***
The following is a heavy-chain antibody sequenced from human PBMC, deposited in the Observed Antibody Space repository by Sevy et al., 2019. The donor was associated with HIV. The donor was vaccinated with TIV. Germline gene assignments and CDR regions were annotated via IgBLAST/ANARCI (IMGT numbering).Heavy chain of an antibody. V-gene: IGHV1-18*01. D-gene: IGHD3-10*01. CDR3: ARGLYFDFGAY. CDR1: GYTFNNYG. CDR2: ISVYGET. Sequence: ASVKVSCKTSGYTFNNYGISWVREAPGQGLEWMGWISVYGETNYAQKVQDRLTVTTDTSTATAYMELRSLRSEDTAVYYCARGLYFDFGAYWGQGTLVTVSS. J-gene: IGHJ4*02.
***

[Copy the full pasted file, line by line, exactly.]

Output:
The following is a heavy-chain antibody sequenced from human PBMC, deposited in the Observed Antibody Space repository by Sevy et al., 2019. The donor was associated with HIV. The donor was vaccinated with TIV. Germline gene assignments and CDR regions were annotated via IgBLAST/ANARCI (IMGT numbering).Heavy chain of an antibody. V-gene: IGHV1-18*01. D-gene: IGHD3-10*01. CDR3: ARGLYFDFGAY. CDR1: GYTFNNYG. CDR2: ISVYGET. Sequence: ASVKVSCKTSGYTFNNYGISWVREAPGQGLEWMGWISVYGETNYAQKVQDRLTVTTDTSTATAYMELRSLRSEDTAVYYCARGLYFDFGAYWGQGTLVTVSS. J-gene: IGHJ4*02.